If you are laying your own concrete mix this summer, here’s how you can guarantee that hot weather doesn’t ruin the curing process.
Why is it important to keep concrete mixes cool as they set?
The hotter the external temperature, the faster the concrete will cure. This is problematic because the concrete mix needs to hydrate as part of the curing process.
This process essentially involves the formation of crystals as the concrete absorbs water. When the surrounding temperature is too hot, this process is sped up, meaning that these crystals form too quickly and don’t strengthen as well as they should.
Water also evaporates from the surface of fresh concrete too quickly during hot weather, which results in a weak surface layer more prone to plastic shrinkage and cracking.
How do I keep my concrete mix cool during hot weather?
- Invest in ready mix concrete delivered straight to your site so you don’t have to worry about mixing the concrete and laying it before it dries out.
- Avoid laying concrete at the hottest part of the day, between 11-3pm.
- Use a suitable concrete mix in your project. For example, set retarding concrete mixes slow down the curing process, making them ideal for use in hot weather.
- Keep all your equipment in the shade until you are ready to use it. This includes metal chutes and wheelbarrows used for transportation of the concrete.
- Ensure that you have a sufficient workforce to lay the concrete quickly.
- Make sure that you are well prepared to receive the ready mix concrete delivery.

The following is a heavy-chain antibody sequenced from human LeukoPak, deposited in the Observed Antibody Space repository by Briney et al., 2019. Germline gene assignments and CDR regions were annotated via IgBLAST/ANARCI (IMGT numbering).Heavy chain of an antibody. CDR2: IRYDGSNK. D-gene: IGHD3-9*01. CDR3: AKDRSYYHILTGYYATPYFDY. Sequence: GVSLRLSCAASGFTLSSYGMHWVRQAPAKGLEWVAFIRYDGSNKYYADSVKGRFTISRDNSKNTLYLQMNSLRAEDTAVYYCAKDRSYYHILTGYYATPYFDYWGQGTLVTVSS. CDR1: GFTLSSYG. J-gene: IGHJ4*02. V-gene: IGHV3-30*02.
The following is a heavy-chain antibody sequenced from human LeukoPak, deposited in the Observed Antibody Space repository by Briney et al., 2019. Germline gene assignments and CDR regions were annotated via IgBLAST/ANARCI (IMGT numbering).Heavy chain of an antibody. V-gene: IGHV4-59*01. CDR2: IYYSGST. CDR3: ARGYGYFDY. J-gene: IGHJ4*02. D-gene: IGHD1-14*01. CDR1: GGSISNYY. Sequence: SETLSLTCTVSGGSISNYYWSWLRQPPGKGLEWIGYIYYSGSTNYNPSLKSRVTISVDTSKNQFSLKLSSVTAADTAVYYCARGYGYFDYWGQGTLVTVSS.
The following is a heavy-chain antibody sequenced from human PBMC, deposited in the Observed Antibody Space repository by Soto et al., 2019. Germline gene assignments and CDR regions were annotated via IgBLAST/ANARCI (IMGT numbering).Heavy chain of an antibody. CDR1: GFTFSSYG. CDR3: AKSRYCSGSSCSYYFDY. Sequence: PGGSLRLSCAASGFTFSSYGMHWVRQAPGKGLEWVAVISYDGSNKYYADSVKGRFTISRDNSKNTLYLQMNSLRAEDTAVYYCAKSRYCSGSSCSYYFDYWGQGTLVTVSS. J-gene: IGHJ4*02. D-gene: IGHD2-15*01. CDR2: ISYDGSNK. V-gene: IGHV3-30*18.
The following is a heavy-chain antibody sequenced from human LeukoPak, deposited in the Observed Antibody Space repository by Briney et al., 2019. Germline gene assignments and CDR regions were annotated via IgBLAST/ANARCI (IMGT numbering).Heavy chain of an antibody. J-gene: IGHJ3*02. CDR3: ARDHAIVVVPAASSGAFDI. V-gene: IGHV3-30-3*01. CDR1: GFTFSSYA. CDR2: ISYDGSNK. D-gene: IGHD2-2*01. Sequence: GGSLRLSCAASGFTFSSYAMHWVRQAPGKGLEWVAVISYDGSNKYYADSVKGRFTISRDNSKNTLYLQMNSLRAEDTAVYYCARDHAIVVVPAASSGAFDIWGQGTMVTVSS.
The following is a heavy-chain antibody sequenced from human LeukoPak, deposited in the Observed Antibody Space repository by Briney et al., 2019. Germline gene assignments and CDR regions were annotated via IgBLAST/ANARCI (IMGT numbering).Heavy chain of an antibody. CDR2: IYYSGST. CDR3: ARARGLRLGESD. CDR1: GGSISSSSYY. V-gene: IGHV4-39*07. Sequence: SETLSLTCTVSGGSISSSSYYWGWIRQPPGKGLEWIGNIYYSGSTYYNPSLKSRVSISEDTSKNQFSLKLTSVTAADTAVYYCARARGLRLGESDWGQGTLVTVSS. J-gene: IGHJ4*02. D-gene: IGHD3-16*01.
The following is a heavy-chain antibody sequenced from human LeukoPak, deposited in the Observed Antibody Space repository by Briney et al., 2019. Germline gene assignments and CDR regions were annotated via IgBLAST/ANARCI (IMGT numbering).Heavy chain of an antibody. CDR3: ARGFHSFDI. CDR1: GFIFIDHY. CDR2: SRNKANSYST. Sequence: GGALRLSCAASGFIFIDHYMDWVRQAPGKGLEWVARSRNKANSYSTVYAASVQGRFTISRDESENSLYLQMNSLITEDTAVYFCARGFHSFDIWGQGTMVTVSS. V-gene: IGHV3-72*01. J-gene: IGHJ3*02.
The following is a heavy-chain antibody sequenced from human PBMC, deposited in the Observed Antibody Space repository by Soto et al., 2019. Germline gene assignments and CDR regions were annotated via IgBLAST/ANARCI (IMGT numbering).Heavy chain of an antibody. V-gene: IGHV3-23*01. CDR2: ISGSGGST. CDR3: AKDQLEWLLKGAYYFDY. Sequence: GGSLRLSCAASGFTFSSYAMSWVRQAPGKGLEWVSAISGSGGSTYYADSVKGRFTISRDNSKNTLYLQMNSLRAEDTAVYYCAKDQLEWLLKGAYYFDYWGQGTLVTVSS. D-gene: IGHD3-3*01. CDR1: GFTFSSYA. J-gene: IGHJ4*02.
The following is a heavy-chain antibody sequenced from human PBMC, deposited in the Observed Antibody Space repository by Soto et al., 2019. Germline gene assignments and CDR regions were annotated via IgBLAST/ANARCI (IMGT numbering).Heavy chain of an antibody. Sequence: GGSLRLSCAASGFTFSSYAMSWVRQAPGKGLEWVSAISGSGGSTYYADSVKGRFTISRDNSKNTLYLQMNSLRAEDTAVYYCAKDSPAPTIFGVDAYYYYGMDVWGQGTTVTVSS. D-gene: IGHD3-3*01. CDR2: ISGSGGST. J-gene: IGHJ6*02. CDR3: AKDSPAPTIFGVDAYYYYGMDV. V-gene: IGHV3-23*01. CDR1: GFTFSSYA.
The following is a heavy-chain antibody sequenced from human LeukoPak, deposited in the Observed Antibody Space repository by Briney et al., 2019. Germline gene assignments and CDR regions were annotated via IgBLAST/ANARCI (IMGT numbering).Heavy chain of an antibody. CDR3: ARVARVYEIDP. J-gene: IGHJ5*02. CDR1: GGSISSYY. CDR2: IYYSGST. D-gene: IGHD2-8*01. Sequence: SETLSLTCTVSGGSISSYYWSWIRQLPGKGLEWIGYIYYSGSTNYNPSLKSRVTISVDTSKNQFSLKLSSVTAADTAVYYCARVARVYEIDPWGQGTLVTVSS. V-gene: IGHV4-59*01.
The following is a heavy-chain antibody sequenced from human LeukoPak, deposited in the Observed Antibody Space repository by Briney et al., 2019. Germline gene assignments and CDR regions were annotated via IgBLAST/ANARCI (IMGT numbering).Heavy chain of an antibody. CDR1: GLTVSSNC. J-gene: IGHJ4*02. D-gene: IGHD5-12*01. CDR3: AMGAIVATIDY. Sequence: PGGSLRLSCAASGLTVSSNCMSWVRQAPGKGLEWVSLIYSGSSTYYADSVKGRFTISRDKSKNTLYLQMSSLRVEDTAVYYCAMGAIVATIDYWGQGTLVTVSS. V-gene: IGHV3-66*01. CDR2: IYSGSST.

- Cover the concrete with a plastic sheet in order to create shade and prevent evaporation as the concrete mix cures.
If you are inexperienced at laying concrete in hot weather, then it’s always wise to seek the advice of a professional. We can provide help and guidance on how to properly lay your DIY or commercial concrete. Get in touch today on 0117 958 2090.
How durable is fully cured concrete in hot weather?
Once fully cured, concrete is much more tolerant of high temperatures when compared with other common road and paving materials, such as asphalt, which begins to melt at around 50 degrees.
With temperatures reaching above 30 degrees in many parts of the UK this summer, and ground temperatures reaching much higher, these asphalt roads have already started to cause problems, even trapping a bin lorry and its driver in Berkshire.
Alternatively, regular concrete is not affected by heat until it reaches around 400 degrees, making it the far superior choice for avoiding lengthy and pricey repair jobs.
Laying concrete mixes in hot weather can be tricky. We supply ready mix concrete mixes that are batched with your requirements in mind. Don’t hesitate to contact our team of concreting experts for concrete delivery and advice.